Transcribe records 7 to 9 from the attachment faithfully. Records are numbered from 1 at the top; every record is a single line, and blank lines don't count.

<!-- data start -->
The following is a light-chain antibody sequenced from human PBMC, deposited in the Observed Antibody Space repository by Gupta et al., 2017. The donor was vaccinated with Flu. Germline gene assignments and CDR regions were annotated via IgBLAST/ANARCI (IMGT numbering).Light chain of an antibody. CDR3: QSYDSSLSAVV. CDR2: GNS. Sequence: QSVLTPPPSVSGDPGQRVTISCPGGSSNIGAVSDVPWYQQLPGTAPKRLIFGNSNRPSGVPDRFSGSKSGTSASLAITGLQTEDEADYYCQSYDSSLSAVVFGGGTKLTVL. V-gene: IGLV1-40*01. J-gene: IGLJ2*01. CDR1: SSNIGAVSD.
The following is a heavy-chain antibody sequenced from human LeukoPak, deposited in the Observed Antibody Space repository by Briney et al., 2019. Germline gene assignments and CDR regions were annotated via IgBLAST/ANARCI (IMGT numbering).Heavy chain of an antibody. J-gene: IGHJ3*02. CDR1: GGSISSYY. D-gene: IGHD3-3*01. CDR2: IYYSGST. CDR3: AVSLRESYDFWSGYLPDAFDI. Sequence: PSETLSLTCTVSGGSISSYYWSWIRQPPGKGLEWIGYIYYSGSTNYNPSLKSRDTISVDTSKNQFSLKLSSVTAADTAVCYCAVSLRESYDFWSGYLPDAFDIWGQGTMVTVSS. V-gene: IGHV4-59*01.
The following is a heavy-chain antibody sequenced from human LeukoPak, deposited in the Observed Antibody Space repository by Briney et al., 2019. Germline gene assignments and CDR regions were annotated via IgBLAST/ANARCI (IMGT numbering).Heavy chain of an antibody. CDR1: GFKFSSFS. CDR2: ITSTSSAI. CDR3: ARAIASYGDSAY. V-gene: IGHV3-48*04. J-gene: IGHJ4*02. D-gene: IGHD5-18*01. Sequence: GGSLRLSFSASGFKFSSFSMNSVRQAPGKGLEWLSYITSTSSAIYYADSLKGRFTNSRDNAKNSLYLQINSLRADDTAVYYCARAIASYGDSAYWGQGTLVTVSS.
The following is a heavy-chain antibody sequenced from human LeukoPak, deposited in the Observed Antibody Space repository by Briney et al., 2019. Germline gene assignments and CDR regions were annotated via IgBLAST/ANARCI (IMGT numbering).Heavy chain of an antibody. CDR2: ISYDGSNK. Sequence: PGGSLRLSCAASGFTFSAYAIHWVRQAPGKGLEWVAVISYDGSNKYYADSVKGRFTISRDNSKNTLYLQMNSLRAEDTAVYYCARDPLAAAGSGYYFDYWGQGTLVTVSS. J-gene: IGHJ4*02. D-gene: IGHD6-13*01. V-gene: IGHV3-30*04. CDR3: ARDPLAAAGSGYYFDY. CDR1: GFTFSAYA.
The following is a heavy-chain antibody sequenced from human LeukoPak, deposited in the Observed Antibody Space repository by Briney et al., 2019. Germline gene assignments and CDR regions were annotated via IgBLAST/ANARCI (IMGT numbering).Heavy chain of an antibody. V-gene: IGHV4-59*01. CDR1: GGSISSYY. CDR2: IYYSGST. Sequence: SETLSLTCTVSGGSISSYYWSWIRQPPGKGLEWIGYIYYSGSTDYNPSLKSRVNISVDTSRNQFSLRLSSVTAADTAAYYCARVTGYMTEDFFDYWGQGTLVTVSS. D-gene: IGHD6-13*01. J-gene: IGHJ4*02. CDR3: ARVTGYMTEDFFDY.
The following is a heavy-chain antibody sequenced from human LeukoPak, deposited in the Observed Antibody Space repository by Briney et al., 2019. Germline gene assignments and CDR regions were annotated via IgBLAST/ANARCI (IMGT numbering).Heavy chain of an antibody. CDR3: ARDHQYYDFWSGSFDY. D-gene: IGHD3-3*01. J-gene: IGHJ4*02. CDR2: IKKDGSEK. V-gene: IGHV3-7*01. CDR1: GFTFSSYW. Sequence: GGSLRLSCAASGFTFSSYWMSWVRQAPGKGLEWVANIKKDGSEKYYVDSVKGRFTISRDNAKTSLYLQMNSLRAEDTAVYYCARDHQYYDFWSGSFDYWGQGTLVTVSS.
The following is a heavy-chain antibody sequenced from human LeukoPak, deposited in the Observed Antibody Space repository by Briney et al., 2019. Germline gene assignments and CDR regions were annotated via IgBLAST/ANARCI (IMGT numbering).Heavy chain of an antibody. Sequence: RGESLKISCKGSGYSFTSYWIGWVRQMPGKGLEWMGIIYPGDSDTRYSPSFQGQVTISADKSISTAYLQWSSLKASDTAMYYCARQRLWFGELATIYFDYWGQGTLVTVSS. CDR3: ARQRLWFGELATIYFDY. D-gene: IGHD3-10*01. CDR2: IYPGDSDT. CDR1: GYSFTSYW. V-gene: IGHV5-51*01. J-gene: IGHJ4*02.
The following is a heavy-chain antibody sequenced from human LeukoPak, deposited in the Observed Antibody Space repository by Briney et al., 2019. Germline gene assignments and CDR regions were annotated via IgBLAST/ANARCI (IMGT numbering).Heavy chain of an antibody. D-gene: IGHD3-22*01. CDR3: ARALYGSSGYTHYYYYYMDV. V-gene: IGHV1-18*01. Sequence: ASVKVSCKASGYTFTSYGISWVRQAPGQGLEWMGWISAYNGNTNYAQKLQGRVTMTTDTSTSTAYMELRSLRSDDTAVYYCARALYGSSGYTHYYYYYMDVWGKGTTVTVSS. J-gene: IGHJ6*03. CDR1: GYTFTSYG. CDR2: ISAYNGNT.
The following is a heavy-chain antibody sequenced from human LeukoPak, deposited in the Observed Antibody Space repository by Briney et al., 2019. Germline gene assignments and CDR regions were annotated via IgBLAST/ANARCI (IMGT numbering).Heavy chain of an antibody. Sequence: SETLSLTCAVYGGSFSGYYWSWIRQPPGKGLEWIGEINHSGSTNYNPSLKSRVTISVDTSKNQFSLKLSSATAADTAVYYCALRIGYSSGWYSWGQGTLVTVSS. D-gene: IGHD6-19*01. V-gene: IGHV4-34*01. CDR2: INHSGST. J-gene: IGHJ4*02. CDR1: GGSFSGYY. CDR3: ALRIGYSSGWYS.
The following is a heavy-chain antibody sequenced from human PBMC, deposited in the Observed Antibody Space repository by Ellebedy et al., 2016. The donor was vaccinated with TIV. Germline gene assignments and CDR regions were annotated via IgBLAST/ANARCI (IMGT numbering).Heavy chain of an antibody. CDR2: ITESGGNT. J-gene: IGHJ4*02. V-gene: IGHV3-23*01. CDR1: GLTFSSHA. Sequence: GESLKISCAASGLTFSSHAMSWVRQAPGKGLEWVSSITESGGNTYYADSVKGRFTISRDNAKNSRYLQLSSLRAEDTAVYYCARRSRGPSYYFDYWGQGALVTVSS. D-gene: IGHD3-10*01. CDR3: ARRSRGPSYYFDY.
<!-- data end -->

The following is a heavy-chain antibody sequenced from human LeukoPak, deposited in the Observed Antibody Space repository by Briney et al., 2019. Germline gene assignments and CDR regions were annotated via IgBLAST/ANARCI (IMGT numbering).Heavy chain of an antibody. Sequence: RGESLKISCKGSGYSFTSYWIGWVRQMPGKGLEWMGIIYPGDSDTRYSPSFQGQVTISADKSISTAYLQWSSLKASDTAMYYCARQRLWFGELATIYFDYWGQGTLVTVSS. CDR3: ARQRLWFGELATIYFDY. D-gene: IGHD3-10*01. CDR2: IYPGDSDT. CDR1: GYSFTSYW. V-gene: IGHV5-51*01. J-gene: IGHJ4*02.
The following is a heavy-chain antibody sequenced from human LeukoPak, deposited in the Observed Antibody Space repository by Briney et al., 2019. Germline gene assignments and CDR regions were annotated via IgBLAST/ANARCI (IMGT numbering).Heavy chain of an antibody. D-gene: IGHD3-22*01. CDR3: ARALYGSSGYTHYYYYYMDV. V-gene: IGHV1-18*01. Sequence: ASVKVSCKASGYTFTSYGISWVRQAPGQGLEWMGWISAYNGNTNYAQKLQGRVTMTTDTSTSTAYMELRSLRSDDTAVYYCARALYGSSGYTHYYYYYMDVWGKGTTVTVSS. J-gene: IGHJ6*03. CDR1: GYTFTSYG. CDR2: ISAYNGNT.
The following is a heavy-chain antibody sequenced from human LeukoPak, deposited in the Observed Antibody Space repository by Briney et al., 2019. Germline gene assignments and CDR regions were annotated via IgBLAST/ANARCI (IMGT numbering).Heavy chain of an antibody. Sequence: SETLSLTCAVYGGSFSGYYWSWIRQPPGKGLEWIGEINHSGSTNYNPSLKSRVTISVDTSKNQFSLKLSSATAADTAVYYCALRIGYSSGWYSWGQGTLVTVSS. D-gene: IGHD6-19*01. V-gene: IGHV4-34*01. CDR2: INHSGST. J-gene: IGHJ4*02. CDR1: GGSFSGYY. CDR3: ALRIGYSSGWYS.